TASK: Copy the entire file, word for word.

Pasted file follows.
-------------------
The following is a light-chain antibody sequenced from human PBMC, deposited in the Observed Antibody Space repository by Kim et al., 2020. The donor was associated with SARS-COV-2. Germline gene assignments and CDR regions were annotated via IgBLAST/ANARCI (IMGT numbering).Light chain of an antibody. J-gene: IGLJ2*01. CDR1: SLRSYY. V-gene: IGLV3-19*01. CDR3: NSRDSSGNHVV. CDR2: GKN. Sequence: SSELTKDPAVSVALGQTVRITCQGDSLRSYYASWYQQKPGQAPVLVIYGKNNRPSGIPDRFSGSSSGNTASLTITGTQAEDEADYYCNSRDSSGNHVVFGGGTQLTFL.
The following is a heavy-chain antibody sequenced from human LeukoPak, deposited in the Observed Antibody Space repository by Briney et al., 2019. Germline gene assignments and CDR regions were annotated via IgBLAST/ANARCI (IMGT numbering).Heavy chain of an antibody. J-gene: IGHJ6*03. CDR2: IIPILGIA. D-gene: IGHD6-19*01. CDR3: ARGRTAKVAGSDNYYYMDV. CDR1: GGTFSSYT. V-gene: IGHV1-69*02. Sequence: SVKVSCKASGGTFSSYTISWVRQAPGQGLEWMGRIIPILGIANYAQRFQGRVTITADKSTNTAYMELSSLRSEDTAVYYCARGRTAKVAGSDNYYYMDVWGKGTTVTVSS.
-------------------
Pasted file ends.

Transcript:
The following is a light-chain antibody sequenced from human PBMC, deposited in the Observed Antibody Space repository by Kim et al., 2020. The donor was associated with SARS-COV-2. Germline gene assignments and CDR regions were annotated via IgBLAST/ANARCI (IMGT numbering).Light chain of an antibody. J-gene: IGLJ2*01. CDR1: SLRSYY. V-gene: IGLV3-19*01. CDR3: NSRDSSGNHVV. CDR2: GKN. Sequence: SSELTKDPAVSVALGQTVRITCQGDSLRSYYASWYQQKPGQAPVLVIYGKNNRPSGIPDRFSGSSSGNTASLTITGTQAEDEADYYCNSRDSSGNHVVFGGGTQLTFL.
The following is a heavy-chain antibody sequenced from human LeukoPak, deposited in the Observed Antibody Space repository by Briney et al., 2019. Germline gene assignments and CDR regions were annotated via IgBLAST/ANARCI (IMGT numbering).Heavy chain of an antibody. J-gene: IGHJ6*03. CDR2: IIPILGIA. D-gene: IGHD6-19*01. CDR3: ARGRTAKVAGSDNYYYMDV. CDR1: GGTFSSYT. V-gene: IGHV1-69*02. Sequence: SVKVSCKASGGTFSSYTISWVRQAPGQGLEWMGRIIPILGIANYAQRFQGRVTITADKSTNTAYMELSSLRSEDTAVYYCARGRTAKVAGSDNYYYMDVWGKGTTVTVSS.